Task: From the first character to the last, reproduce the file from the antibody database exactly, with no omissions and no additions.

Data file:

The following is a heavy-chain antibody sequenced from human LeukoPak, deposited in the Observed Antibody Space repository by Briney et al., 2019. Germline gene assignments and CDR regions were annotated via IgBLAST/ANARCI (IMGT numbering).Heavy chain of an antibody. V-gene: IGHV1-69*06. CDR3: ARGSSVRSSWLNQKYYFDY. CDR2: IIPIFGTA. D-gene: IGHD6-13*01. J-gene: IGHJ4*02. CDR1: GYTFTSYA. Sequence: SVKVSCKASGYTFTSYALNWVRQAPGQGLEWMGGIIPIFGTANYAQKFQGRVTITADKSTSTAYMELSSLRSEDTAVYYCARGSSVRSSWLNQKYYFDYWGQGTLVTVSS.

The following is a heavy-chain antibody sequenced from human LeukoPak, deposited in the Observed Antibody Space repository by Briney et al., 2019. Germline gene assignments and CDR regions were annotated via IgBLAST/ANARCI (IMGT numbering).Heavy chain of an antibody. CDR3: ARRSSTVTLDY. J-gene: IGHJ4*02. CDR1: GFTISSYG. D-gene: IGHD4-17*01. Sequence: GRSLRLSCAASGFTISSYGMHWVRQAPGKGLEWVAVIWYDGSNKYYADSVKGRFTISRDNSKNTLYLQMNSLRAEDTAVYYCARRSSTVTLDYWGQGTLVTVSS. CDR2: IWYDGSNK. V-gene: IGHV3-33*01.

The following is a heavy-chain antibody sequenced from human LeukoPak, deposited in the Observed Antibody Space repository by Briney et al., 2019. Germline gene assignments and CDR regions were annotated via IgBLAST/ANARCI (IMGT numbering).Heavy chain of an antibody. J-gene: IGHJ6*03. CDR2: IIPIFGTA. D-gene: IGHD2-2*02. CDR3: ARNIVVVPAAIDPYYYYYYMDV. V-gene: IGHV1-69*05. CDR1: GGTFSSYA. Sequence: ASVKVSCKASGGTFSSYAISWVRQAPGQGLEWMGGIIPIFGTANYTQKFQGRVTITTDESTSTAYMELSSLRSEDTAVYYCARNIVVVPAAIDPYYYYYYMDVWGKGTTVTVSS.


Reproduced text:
The following is a heavy-chain antibody sequenced from human LeukoPak, deposited in the Observed Antibody Space repository by Briney et al., 2019. Germline gene assignments and CDR regions were annotated via IgBLAST/ANARCI (IMGT numbering).Heavy chain of an antibody. V-gene: IGHV1-69*06. CDR3: ARGSSVRSSWLNQKYYFDY. CDR2: IIPIFGTA. D-gene: IGHD6-13*01. J-gene: IGHJ4*02. CDR1: GYTFTSYA. Sequence: SVKVSCKASGYTFTSYALNWVRQAPGQGLEWMGGIIPIFGTANYAQKFQGRVTITADKSTSTAYMELSSLRSEDTAVYYCARGSSVRSSWLNQKYYFDYWGQGTLVTVSS.

The following is a heavy-chain antibody sequenced from human LeukoPak, deposited in the Observed Antibody Space repository by Briney et al., 2019. Germline gene assignments and CDR regions were annotated via IgBLAST/ANARCI (IMGT numbering).Heavy chain of an antibody. CDR3: ARRSSTVTLDY. J-gene: IGHJ4*02. CDR1: GFTISSYG. D-gene: IGHD4-17*01. Sequence: GRSLRLSCAASGFTISSYGMHWVRQAPGKGLEWVAVIWYDGSNKYYADSVKGRFTISRDNSKNTLYLQMNSLRAEDTAVYYCARRSSTVTLDYWGQGTLVTVSS. CDR2: IWYDGSNK. V-gene: IGHV3-33*01.

The following is a heavy-chain antibody sequenced from human LeukoPak, deposited in the Observed Antibody Space repository by Briney et al., 2019. Germline gene assignments and CDR regions were annotated via IgBLAST/ANARCI (IMGT numbering).Heavy chain of an antibody. J-gene: IGHJ6*03. CDR2: IIPIFGTA. D-gene: IGHD2-2*02. CDR3: ARNIVVVPAAIDPYYYYYYMDV. V-gene: IGHV1-69*05. CDR1: GGTFSSYA. Sequence: ASVKVSCKASGGTFSSYAISWVRQAPGQGLEWMGGIIPIFGTANYTQKFQGRVTITTDESTSTAYMELSSLRSEDTAVYYCARNIVVVPAAIDPYYYYYYMDVWGKGTTVTVSS.